Carcinogenesis is a multistage process resulting from a cumulative malfunctioning of DNA replication, double-strand break (DSB) repair, and immune signaling. Chronic stimulation of the innate immune system can cause tumorigenesis. Our lab is interested in understanding the functions of DNA repair and replication factors in the innate immune response.
We have recently reported a novel role of RAD51 in immunity in addition to its known functions in DSB repair and replication-fork processing. We discovered that the downregulation of RAD51 leads to the upregulation of the innate immune response pathway genes upon radiation-induced DNA damage and replication stress.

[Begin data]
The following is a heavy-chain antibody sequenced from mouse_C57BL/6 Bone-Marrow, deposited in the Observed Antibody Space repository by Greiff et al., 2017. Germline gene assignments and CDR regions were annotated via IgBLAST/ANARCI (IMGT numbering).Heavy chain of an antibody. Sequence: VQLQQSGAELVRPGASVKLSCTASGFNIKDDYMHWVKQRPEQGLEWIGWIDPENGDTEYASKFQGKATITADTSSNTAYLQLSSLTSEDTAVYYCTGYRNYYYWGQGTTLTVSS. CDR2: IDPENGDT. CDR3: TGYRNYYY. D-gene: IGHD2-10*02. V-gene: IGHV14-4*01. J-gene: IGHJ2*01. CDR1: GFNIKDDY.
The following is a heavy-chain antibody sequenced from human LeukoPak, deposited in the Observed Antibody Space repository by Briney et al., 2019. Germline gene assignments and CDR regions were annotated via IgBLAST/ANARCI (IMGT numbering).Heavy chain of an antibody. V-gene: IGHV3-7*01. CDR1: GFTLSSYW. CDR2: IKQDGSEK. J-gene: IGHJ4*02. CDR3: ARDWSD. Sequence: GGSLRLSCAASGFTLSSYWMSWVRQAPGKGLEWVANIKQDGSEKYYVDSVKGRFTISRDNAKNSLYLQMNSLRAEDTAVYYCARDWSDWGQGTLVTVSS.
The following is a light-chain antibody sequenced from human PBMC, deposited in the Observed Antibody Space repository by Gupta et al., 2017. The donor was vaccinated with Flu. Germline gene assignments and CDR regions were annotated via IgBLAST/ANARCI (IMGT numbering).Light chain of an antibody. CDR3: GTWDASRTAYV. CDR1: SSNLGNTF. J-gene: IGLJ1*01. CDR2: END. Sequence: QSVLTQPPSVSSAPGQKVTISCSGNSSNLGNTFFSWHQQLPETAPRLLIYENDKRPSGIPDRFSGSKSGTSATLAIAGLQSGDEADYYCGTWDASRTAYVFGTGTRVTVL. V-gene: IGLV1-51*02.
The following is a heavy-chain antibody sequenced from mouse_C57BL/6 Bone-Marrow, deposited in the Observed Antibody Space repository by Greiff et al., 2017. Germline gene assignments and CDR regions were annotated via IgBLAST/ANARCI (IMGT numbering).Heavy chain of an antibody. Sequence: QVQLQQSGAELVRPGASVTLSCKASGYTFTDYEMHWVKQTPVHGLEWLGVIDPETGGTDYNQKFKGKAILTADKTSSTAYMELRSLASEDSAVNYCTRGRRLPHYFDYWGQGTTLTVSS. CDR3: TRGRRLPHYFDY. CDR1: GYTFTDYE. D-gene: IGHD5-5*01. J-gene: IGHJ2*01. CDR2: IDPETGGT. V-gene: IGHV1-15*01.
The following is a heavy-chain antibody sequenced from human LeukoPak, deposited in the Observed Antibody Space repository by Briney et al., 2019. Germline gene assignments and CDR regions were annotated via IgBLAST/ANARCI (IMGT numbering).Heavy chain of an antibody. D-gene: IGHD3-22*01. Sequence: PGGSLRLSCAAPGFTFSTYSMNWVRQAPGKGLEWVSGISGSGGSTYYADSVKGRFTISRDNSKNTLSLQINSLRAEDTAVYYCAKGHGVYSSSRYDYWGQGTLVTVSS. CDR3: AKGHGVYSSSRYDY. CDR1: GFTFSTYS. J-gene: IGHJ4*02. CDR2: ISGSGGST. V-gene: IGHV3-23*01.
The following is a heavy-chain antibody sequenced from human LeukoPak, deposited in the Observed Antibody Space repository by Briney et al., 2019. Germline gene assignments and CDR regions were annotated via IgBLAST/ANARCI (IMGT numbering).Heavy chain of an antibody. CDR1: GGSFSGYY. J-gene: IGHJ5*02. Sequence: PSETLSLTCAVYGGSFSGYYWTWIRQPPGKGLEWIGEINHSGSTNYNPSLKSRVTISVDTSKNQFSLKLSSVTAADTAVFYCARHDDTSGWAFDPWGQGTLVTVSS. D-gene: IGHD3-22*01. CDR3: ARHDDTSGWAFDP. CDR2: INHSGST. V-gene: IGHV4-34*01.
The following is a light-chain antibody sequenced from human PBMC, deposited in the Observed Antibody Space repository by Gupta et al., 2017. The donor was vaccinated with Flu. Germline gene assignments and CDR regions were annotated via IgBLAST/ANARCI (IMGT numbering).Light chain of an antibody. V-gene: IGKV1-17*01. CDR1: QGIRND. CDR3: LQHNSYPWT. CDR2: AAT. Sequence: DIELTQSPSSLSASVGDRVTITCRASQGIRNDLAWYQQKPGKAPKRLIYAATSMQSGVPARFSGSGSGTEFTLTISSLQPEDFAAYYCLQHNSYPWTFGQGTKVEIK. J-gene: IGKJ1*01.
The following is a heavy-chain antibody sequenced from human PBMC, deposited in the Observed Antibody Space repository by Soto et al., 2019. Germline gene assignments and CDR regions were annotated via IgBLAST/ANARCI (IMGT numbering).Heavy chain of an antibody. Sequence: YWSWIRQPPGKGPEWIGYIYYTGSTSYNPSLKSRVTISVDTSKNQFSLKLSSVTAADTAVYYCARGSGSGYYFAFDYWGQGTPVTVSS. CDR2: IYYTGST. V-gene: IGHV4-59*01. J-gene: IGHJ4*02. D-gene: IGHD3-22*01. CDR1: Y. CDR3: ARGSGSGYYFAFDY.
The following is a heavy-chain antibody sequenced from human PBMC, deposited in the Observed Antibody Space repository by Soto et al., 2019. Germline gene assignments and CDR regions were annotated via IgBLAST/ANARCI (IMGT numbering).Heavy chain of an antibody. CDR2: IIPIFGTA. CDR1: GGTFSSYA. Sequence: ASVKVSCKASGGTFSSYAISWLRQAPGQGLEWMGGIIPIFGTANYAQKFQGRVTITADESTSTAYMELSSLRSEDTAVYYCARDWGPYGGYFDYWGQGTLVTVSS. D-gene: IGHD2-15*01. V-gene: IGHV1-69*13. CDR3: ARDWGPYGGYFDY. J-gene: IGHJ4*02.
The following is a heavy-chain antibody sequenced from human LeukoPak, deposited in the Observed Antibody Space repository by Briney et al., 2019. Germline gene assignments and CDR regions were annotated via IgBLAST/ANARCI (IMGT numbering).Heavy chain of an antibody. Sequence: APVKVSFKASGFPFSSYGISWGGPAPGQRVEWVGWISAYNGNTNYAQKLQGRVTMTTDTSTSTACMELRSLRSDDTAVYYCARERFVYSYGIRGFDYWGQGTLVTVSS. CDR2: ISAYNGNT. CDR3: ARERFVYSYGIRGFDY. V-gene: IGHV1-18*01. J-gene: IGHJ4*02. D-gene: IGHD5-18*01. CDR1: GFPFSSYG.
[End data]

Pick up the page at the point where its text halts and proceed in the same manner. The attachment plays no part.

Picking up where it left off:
Currently, we are investigating the involvement of a number of DNA repair and replication factors in the suppression of the innate immune response and carcinogenesis. Our long-term goal is to exploit innate immune response signaling triggered by DSB repair factor-defects and to utilize the existing immune system to kill tumor cells.